African Countries Disrupt Climate Talks in Copenhagen

By Peter Sedik
Peter Sedik
Peter Sedik
December 15, 2009 Updated: October 1, 2015

Delegation members of Gabon, Africa, talk prior a meeting at the climate summit in Copenhagen on Dec. 14. The meeting was adjourned for several hours after a walkout protest led by African countries objecting to developed countries' intention to create  (Attila Kisbenedek/AFP/Getty Images)
Delegation members of Gabon, Africa, talk prior a meeting at the climate summit in Copenhagen on Dec. 14. The meeting was adjourned for several hours after a walkout protest led by African countries objecting to developed countries' intention to create (Attila Kisbenedek/AFP/Getty Images)
A protest walkout of delegates from developing countries stalled talks at the Copenhagen climate summit for several hours on Dec. 14.

Members of the G77 bloc walked out of negotiations, declaring that they will continue only if the West guarantees to accept the new version of the Kyoto Protocol.

The halt came just four days before the world’s leaders are expected to finalize an agreement between 192 countries on how to fight climatic changes, considered by many scientists and activists as a threat to the human race's survival on Earth.

The Kyoto document, signed in 1997, sets specific greenhouse gas emission cuts for developed countries, with the biggest onus lying on the richer nations. The agreement also set penalties for exceeding the limits of greenhouse gas emissions. This doesn’t apply to countries such as China, India, and Brazil.

The protest led by African countries objected to the industrial countries intention to create the whole new climate treaty, what they see as an attempt to annul the Kyoto emission limits set for 37 industrial countries.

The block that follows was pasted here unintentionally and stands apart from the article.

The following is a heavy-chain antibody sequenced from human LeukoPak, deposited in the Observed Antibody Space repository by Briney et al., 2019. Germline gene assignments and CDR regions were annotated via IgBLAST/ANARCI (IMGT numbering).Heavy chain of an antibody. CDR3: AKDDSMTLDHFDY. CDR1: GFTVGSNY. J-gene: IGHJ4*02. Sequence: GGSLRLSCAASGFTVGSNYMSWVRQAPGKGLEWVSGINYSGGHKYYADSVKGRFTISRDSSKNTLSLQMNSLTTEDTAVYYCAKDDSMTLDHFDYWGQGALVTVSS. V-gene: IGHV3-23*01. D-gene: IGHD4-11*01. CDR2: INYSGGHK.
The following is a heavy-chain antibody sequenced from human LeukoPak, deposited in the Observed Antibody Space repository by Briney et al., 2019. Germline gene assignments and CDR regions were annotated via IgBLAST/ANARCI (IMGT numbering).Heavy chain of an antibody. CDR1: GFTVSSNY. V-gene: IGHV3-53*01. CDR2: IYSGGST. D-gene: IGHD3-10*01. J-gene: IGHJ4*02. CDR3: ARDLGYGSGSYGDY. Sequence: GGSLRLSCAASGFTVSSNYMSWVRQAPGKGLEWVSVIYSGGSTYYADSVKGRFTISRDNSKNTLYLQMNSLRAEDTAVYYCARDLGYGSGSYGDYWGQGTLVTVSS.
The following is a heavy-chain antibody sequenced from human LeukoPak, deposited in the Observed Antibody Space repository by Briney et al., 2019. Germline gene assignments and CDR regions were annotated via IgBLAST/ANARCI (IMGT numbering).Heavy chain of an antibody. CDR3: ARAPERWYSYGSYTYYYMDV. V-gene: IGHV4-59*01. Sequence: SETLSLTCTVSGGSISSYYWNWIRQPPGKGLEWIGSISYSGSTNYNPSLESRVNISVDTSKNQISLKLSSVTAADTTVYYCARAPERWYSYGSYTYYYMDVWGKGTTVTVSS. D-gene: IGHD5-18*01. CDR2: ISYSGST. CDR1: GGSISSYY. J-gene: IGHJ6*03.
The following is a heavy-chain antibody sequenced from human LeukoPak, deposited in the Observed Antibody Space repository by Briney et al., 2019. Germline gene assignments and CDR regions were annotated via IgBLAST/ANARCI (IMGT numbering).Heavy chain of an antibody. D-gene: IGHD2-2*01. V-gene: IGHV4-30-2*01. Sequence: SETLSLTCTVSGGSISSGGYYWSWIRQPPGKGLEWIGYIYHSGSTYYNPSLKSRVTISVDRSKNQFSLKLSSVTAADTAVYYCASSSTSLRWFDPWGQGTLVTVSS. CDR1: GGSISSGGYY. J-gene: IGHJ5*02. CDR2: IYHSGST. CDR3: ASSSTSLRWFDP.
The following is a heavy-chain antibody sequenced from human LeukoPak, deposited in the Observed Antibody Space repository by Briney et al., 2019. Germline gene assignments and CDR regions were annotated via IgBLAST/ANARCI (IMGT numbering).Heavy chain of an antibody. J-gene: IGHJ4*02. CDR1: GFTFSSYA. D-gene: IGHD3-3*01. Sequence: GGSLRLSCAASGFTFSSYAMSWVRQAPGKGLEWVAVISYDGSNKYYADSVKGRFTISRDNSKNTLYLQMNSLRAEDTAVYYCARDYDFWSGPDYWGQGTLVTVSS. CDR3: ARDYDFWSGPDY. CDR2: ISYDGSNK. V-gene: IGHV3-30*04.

“The Kyoto protocol is of paramount importance to us,” said Mama Konate, chief delegate for the African nation of Mali, in the Financial Times.

The low-income countries promoted the idea that developed nations should commit to emissions cuts beyond 2012—after the Kyoto Protocol expires.

However, Western nations prefer an entirely new agreement to replace Kyoto, which will also legally bind developing countries like China to an emission cuts target.

The G77 bloc accused the hosting country of bias and undemocratic processes. "It has become clear that the Danish presidency—in the most undemocratic fashion—is advancing the interests of the developed countries at the expense of the balance of obligations between developed and developing countries," Sudanese diplomat Lumumba Di-Aping told the BBC.

The African countries returned to the talks in the afternoon, following the discussion with Connie Hedegaard, Danish minister for the U.N. Climate Change Conference and president of the talks, after she addressed their main demand of separate talks on the Kyoto Protocol.

According to scientists, the continent of Africa is most vulnerable to climatic changes, already facing burning temperatures and altered rain cycles. At the same time, Africa lacks the resources to fight climate changes itself.

Experts on the climate change conference have to solve a lot of difficulties, the biggest of which is overseeing the negotiation of global financial and emissions cuts limits, which will be legally binding for all countries.

More than 100 world leaders will attend the closing session on Friday. Some analysts said that it’s not clear whether an agreement will be reached by then.

Peter Sedik